S. A. Majetich
Department of Physics, Carnegie Mellon University, Pittsburgh, PA, 15213
Abstract - Nanoparticles were once ubiquitous in magnetic recording because they formed the basis of tape media. Today’s hard disk drives use thin films of nanograined alloys as media, but future information storage may use different technologies.
Self-assembly can create regular arrays with features smaller than those achievable by lithographic methods. Bit patterned magnetic recording media has been proposed based on self-assembling block copolymer templates, and arrays with a pitch of 27 nm have already been demonstrated. Scaling to a smaller pitch remains challenging, due to the driving forces for self-assembly of block copolymers. One alternative is to use self-assembling nanoparticle arrays, which could potentially enable a pitch as small as 5-6 nm. Here the nanoparticles would not be used directly to store information, since particles in self-assembled arrays have random crystallographic orientations. With appropriate processing, they can be used as an etch mask for an underlying film.
The nanomasking technique to prepare two types of structures, ordered arrays and isolated nanopillars, will be described. In some cases guided self-assembly is used to form more complex nanomask structures. Such templates can not only improve the quality of the ordering, but could help to create tracks on a disk. Strategies that combine nanomasking with nanoimprint are discussed.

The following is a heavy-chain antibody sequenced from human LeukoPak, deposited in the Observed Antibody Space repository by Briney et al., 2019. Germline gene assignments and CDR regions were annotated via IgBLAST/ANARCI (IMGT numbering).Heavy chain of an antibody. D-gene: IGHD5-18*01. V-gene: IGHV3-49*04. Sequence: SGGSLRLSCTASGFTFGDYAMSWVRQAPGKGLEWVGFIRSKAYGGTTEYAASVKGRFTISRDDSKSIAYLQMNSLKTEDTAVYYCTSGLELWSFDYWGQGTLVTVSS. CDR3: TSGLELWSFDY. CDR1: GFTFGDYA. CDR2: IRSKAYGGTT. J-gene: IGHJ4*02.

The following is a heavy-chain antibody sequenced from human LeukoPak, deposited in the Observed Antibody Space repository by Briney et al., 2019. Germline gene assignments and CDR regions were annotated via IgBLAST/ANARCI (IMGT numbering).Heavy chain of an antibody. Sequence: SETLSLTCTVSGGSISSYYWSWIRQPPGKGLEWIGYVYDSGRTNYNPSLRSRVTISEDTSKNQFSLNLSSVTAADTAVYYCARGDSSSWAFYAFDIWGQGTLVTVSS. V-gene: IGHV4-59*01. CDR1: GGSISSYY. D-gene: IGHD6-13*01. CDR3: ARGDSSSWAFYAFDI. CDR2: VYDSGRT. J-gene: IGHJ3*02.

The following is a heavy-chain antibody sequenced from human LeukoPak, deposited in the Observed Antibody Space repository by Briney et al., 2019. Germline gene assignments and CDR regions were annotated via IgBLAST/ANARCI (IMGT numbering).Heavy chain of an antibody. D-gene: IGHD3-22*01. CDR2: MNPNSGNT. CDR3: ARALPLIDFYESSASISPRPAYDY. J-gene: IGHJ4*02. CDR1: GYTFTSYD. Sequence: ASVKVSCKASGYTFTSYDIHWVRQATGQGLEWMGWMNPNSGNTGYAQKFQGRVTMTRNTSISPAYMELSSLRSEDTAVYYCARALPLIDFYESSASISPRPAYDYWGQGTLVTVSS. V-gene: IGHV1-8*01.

Nanomasking is potentially useful not only for magnetic recording media, but also for more fundamental studies of the electronic properties of nanoparticles. Small nanoparticles are hard to study due to the difficulty of attaching electrical leads. Monodisperse particles made by chemical methods typically have organic surfactant coatings that complicate the nature of the electrical contact and interface quality. The nanomasking approach combines the advantages of thin film growth techniques, which enable multilayer structures with crystallographic orientation, epitaxial interfaces, and good electrical contacts, with the small feature size of a nanoparticle, where size-dependent changes in electronic properties are expected.
The electronic properties of magnetic tunnel junction (MTJ) nanopillars were measured using conductive atomic force microscopy (CAFM). Here a conductive scanning probe is used to locate and make electrical contact with the nanopillar. In CAFM the force rather than the current between the tip and sample is used as feedback to positioning. Once the pillar is located, the tip is brought into contact for two-point probe electrical measurements. The state of the free layer is determined by tunnel magnetoresistance. After modifying the commercial CAFM for operation with larger currents, it is also possible to switch the free layer using spin torque transfer.